Scientists construct 3D models from 2D images

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Scientists have 'taught' a computer program to construct 3D models from single 2D images, using the same visual cues that humans rely on to infer 3D information. Most 3D imaging systems calculate depth information by comparing the details in a selection of images taken from different positions, or they use a structured array of lighting to indicated the shape of an object.

The new technique, dubbed Make3D, needs no special equipment, and can even reconstruct 3D information from pictures taken by household cameras. To do this, the software first tries to differentiate the planes that make up the surfaces within the image, deconstructing it into a number of 3D 'super-pixels'.

It then infers the depth and orientation of these planes using the visual cues that humans normally rely on to understand 2D images. These include texture variations, gradients of surfaces, and whether objects are in focus or not. 'For example, the texture of surfaces appears different when viewed at different distances or orientations,' says Ashutosh Saxena from Stanford University in the US, who worked on Make3D. 'A tiled floor with parallel lines will appear to have tilted lines in an image, such that distant regions will have larger variations in the line orientations, and nearby regions will have smaller variations in line orientations. We capture some of these features in our model.'  

The software learnt to correctly understand these features and associate them with depth measurements using a machine learning algorithm in which it was 'trained' on 400 2D images and their corresponding 3D data gleaned from laser scans of different scenarios.  The team then tested Make3D on a remaining 134 images with corresponding 3D laser scan data, and 588 images collected from the internet, with independent observers verifying whether the results were realistic. Overall, 64.9 per cent were considered qualitatively accurate. For the times when it does make mistakes, Saxena has recently built a tool that allows users to tweak the constructed model. The algorithm also learns from the alteration, so that it can get better results in future challenges.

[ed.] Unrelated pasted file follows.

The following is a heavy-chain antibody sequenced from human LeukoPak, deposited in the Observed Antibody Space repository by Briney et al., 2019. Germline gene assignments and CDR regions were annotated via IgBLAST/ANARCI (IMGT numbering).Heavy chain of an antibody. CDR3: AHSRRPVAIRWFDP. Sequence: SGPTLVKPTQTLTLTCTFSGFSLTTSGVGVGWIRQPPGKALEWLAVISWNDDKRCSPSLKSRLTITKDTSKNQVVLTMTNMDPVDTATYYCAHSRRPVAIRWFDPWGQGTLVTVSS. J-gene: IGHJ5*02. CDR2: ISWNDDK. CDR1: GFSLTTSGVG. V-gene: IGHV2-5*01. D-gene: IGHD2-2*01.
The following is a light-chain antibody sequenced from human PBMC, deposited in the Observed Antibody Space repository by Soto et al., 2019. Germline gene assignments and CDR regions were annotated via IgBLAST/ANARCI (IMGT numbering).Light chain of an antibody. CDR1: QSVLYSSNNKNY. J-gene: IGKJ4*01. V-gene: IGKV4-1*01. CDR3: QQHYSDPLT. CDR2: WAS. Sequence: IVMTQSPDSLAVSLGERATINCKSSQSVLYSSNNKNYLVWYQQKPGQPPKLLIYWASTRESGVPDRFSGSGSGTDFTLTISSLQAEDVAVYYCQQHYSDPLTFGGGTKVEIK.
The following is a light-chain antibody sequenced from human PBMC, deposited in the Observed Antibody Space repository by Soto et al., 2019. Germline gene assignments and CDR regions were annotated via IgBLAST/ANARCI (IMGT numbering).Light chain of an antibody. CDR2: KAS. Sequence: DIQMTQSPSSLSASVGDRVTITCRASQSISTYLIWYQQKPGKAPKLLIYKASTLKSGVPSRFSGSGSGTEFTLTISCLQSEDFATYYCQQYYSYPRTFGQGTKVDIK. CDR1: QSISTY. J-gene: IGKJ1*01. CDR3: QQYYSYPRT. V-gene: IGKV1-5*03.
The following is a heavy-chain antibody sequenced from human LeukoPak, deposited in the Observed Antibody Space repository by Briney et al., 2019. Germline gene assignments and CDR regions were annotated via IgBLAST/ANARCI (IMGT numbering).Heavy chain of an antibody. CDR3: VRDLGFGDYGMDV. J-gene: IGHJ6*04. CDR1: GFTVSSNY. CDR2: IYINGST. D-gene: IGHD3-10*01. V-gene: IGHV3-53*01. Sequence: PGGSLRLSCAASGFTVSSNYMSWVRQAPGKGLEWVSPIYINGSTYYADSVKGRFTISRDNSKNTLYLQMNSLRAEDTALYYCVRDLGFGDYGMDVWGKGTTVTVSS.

'This is very similar to the case when a kid makes a mistake and parents give the kid a few hints on how to do the task so that he does it better the next time,' says Saxena. The research was presented at the Siggraph conference in Los Angeles, California which took place on 11-15 August. 

The team suggests that the technique could be used for many day-to-day applications, where expensive 3D vision equipment may not be feasible. For example, estate agents could easily create 3D models of their houses to show prospective buyers.  It could also be used in machine vision applications. The precision of stereovision depends on the distance between the two cameras: if cameras are too close together, it’s difficult to estimate the depth of a distant object. This limits robot navigation applications, since fast-moving autonomous robots and cars need to accurately predict depth to avoid obstacles. ‘Combining stereo and monocular cues gives better results than either alone,’ says Saxena. 

In the future, the team will investigate how to make the software recognise the contents of an image and identify the type of scene, which could improve a robot’s ability to manoeuvre around its environment.